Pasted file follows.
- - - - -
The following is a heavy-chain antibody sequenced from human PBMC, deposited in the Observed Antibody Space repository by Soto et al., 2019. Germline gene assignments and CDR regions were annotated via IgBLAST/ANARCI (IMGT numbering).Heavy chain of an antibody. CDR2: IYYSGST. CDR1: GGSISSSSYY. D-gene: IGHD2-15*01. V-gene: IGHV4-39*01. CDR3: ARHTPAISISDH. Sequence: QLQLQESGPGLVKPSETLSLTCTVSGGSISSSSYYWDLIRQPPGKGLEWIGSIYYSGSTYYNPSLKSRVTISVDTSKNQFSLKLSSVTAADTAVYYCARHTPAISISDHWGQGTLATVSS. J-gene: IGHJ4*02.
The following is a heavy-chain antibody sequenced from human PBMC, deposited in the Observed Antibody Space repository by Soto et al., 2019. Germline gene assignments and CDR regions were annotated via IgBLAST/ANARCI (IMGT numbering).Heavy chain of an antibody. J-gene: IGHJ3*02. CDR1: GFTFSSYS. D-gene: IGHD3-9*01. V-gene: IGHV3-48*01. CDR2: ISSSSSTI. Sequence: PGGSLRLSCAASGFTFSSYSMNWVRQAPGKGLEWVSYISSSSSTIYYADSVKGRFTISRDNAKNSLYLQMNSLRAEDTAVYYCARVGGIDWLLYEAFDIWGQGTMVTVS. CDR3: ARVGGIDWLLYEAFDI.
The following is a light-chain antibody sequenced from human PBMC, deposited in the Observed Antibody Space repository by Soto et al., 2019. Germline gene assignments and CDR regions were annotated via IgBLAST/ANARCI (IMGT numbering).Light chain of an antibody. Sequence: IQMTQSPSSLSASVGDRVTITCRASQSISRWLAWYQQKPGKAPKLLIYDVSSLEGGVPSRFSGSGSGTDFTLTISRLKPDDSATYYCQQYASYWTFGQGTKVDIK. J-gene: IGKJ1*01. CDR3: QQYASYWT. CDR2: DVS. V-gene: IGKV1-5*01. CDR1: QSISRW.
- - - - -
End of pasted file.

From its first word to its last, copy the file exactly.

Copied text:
The following is a heavy-chain antibody sequenced from human PBMC, deposited in the Observed Antibody Space repository by Soto et al., 2019. Germline gene assignments and CDR regions were annotated via IgBLAST/ANARCI (IMGT numbering).Heavy chain of an antibody. CDR2: IYYSGST. CDR1: GGSISSSSYY. D-gene: IGHD2-15*01. V-gene: IGHV4-39*01. CDR3: ARHTPAISISDH. Sequence: QLQLQESGPGLVKPSETLSLTCTVSGGSISSSSYYWDLIRQPPGKGLEWIGSIYYSGSTYYNPSLKSRVTISVDTSKNQFSLKLSSVTAADTAVYYCARHTPAISISDHWGQGTLATVSS. J-gene: IGHJ4*02.
The following is a heavy-chain antibody sequenced from human PBMC, deposited in the Observed Antibody Space repository by Soto et al., 2019. Germline gene assignments and CDR regions were annotated via IgBLAST/ANARCI (IMGT numbering).Heavy chain of an antibody. J-gene: IGHJ3*02. CDR1: GFTFSSYS. D-gene: IGHD3-9*01. V-gene: IGHV3-48*01. CDR2: ISSSSSTI. Sequence: PGGSLRLSCAASGFTFSSYSMNWVRQAPGKGLEWVSYISSSSSTIYYADSVKGRFTISRDNAKNSLYLQMNSLRAEDTAVYYCARVGGIDWLLYEAFDIWGQGTMVTVS. CDR3: ARVGGIDWLLYEAFDI.
The following is a light-chain antibody sequenced from human PBMC, deposited in the Observed Antibody Space repository by Soto et al., 2019. Germline gene assignments and CDR regions were annotated via IgBLAST/ANARCI (IMGT numbering).Light chain of an antibody. Sequence: IQMTQSPSSLSASVGDRVTITCRASQSISRWLAWYQQKPGKAPKLLIYDVSSLEGGVPSRFSGSGSGTDFTLTISRLKPDDSATYYCQQYASYWTFGQGTKVDIK. J-gene: IGKJ1*01. CDR3: QQYASYWT. CDR2: DVS. V-gene: IGKV1-5*01. CDR1: QSISRW.